There are various ways of doing that, and one of them leads to today’s surface, shown above. For adding a handle we had to sacrifice the vertical straight lines, but all other symmetries are retained. These are, in fact, essentially the same symmetries we had in last week’s surface, except that there, the squares in consecutive layers were shifted against each other. The similarities go further.
Again we can ask how things look at the boundary. Pushing the one free parameter the the other limit, gives us again doubly periodic Scherk surfaces and Karcher-Scherk surfaces. There is a subtle difference (called a Dehn twist), however, how the two types of Scherk surfaces are attached to each other in both cases.
Finally, as usual, the cryptic rainbow polygons that encode everything. Today, the two fit together along their fractured edges, which has to do with the period condition these surfaces have to satisfy.
Spring this year was short, and so was the wildflower season.
This post is dedicated to the largest trillium in the state, the trillium grandiflorum. It is not particularly rare, but the large white flower petals whither quickly, and is a favorite food of the abundant deer population.
Both the petals and leaves are deeply veined. The flower sits on a stem above the leaves, in contrast to the drooping trillium where it drops down below the leaves.
One of the woodland trails in Turkey Run State Park has them usually in abundance, but only this year I saw them in their prime time.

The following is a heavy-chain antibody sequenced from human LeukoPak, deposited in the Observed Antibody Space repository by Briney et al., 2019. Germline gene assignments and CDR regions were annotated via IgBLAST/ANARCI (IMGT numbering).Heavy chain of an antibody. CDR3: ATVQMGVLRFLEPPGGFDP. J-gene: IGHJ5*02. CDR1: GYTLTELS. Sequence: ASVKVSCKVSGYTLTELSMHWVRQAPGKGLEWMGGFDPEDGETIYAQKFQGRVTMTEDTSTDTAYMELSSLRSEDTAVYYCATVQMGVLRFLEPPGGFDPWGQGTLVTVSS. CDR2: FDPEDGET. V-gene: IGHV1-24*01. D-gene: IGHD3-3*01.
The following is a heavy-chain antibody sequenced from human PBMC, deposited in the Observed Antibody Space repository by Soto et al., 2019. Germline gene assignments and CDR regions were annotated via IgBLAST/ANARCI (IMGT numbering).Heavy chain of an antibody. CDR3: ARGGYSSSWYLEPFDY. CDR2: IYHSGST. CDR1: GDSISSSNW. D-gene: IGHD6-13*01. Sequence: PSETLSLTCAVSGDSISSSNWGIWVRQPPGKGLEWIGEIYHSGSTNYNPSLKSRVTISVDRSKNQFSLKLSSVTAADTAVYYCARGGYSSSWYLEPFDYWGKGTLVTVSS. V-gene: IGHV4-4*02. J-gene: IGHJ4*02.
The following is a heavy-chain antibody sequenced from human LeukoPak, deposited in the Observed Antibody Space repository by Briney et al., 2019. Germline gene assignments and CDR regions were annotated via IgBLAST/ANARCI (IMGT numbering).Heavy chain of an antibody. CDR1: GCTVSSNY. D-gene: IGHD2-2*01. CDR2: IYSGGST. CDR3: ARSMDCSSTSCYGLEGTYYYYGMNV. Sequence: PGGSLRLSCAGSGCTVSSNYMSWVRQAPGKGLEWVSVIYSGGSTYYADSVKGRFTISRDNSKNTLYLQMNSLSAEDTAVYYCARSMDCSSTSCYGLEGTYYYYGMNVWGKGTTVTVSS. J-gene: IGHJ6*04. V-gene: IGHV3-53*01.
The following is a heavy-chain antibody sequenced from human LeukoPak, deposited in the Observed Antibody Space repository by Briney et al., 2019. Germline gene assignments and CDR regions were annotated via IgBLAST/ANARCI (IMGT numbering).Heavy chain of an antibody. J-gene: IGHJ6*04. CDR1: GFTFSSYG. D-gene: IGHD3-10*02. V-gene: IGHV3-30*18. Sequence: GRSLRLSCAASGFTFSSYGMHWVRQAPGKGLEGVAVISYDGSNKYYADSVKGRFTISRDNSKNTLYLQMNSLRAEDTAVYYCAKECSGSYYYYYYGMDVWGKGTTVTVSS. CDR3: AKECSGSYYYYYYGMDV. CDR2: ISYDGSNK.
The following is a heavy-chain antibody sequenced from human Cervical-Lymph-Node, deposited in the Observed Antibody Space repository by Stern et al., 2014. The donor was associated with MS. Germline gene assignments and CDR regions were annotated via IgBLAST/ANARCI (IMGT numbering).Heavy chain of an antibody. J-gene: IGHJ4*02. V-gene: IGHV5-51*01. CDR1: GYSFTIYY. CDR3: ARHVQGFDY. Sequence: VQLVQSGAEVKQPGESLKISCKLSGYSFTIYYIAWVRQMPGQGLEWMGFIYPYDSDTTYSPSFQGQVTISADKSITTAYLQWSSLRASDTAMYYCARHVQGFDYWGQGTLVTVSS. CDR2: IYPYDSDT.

A common recommendation to the layperson who is stranded among a group of mathematicians and doesn’t know what to say is to ask the question above. It will almost always trigger a lengthy and incomprehensible response.
For example, let’s look at the surface below. It constitutes a building block that can be translated around to make larger pieces of the surface. That this works has to do with the small and large horizontal squares. It is similar to Alan Schoen’s Figure 8 surface, but a bit simpler (it only has genus 4)
This surface belongs to a 5-dimensional family about which little is known. The only simple thing I can do with it is to move the squares closer or farther apart. So, how does this look at the boundary? On one hand, when the squares get close, we see little Costa surfaces emerging, as one might expect:
At the other end of infinity, things look complicated, but depending what we focus on, there is a doubly periodic Scherk surface or a doubly periodic Karcher-Scherk surface:
Below are, for the sake of their beauty, the two translation structures associated to two of the Weierstrass 1-forms defining this surface. Next week we will study a close cousin of this surface.
The Turkey Run State Park has not only some of the most interesting rock formations in Indiana, but also an exciting vegetation. Today we focus on the little things. Let begin with the liverworts (marchantiophyta), belonging to the bryophytes family. These bryophytes neither use roots nor make flowers, but interesting leave patterns. This stuff is what covers the rock formations, unless the rocks have been abused as slides. People should (i) look and (ii) think before they do their thing.
Here is another very little one I don’t know the name of.
Below, I think, is a buttercup flower, getting ready.
Unfortunately, searching for yellow with white hair is not very helpful. So I also don’t know what this one is called. But it does know about right angles and 5-fold symmetry.
Finally, another flowerless plant with pretty hair: